Electricity

How electricity has changed the world can be easily taken for granted. It permeates the whole world: it’s in our home, on the streets, in the gadgets we use, whole systems like transport and health care are completely dependent on it, and everything we do is connected to electricity. In fact, we don’t even have to look beyond our own body: we have electricity flowing inside us, too. Bioelectricity is electricity which is present in every living organism. Our reflexes and thoughts are made possible to the myriads of neurons communicating to each other via electrical synapses. One neuron, or brain cell, sends its signal to its neighbour via an electrical current. The transmission of this signal from neuron to neuron is the basis of our thinking process, it is the basis of our memory, it is the basis of us being conscious. Electricity, be it in a bulb or a brain, is what makes the world go round. But what is electricity?

To answer this, let us take an example most of us are familiar with: switching on the light. What is it that causes the bulb to light up when we flick the switch? When we turn on the switch, we are in effect closing a gap. That’s all flicking a switch does: to close a gap. But where is the gap, you ask. From the switch to the light bulb and back to the switch, there are wires, copper wires, connecting them. The connection is almost complete or closed except for a little gap at the switch. It’s like a bascule bridge. (A good example of which is the Tower Bridge in London, UK.) Unless the two platforms on either side are in contact with each other then nothing can cross the bridge. The two flaps on each side go up in the middle allowing river dwelling vessels to pass along the river. But by so doing, the cars on opposite banks of the river cannot cross the bridge.

A bascule bridge © electrolights

A switch is no different. When it’s closed, it allows a certain type of traffic to flow. It allows tiny particles called electrons to flow round the circuit, round the path from the switch to the bulb and back again. The electrons, whose nature I’ve explained in previous blogs, are elementary particles that have this physical property called charge.

Charge is a fundamental property of matter just as mass is. Not all particles carry charge and some carry opposite charge to that of the electron. The electron has been assigned to have a negative charge. It definitely is charged but why it should be negative and not positive is not just a mere arbitrary assignment of this sign to the electron. A proton, for instance, has an opposite charge to that of the electron; we therefore say that it is a positively charged particle. A neutron, which is another constituent of the atom, has no charge at all. It lacks this property shared by its positive and negative neighbours in the atom. It is neutral: neither positive nor negative.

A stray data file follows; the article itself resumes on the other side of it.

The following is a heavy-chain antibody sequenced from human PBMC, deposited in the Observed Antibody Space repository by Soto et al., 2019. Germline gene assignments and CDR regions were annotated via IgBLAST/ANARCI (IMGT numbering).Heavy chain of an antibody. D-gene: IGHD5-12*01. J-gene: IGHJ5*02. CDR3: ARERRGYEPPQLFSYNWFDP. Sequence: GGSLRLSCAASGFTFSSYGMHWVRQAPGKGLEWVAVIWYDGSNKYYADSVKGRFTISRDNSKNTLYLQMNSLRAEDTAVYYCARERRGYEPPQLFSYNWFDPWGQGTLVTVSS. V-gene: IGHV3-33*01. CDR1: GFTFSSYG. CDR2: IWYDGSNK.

So, the electrons are the ones going round and round the circuit from switch to bulb and back. Their movement round this circuit, them whizzing past through the wires, is what we call electricity. Their trip round this circuit, however, is not a smooth ride. They encounter a lot of traffic. Just like when you are in a rush and is trying to make your way through a crowd, the electrons in the wire encounter other electrons and atoms in their path. They have to struggle to go through and feel a lot of resistance as a result. This resistance is even more pronounced in the filament of the bulb than along the wires. In fact, the resistance is so high that it is as though they have to fight their way through the crowd of atoms in order to be able to keep circulating. To use the analogy of the crowd, it would be as though you have this mob in front of you trying to stop you from going past them and you are trying to fight back and make your way through. In this hustle things get quite heated up eventually. You feel hot and break into a sweat. Similarly, in the filament of the bulb, things get heated up as electrons try and make their way through the crowd of atoms. But the filament doesn’t just break into a sweat. It gets white-hot, literally. It gets so hot it starts to emit light. And the light emitted by the hot filament in the bulb is due, in the first place, to you closing the gap and allowing the traffic of electrons to flow. What’s even more amazing is that all of this happens in an instant. Unlike you taking minutes to make your way through the mob and down the street, the electrons go round the circuit, bump against the atoms in the filament, cause them to heat up so much so that the filament starts to radiate and lights up the room, all in a tiny fraction of a second! The simple action of switching on the light isn’t so mundane after all once you realise how much is going on and how fast as well.

This is the beauty of Physics: there are so many amazing things happening around us, and in us, all due to the mechanism and laws of Physics. And it is easy to take them for granted or to assume that they must be complicated and beyond comprehension. We don’t have to memorise the relationship between current and resistance or voltage to appreciate that electricity and switching on a circuit is down to electrons moving in the wire and causing a bit of a stir in the filament.

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One thought on “Electricity

  1. Pingback: Unit (part 2) « electrolights

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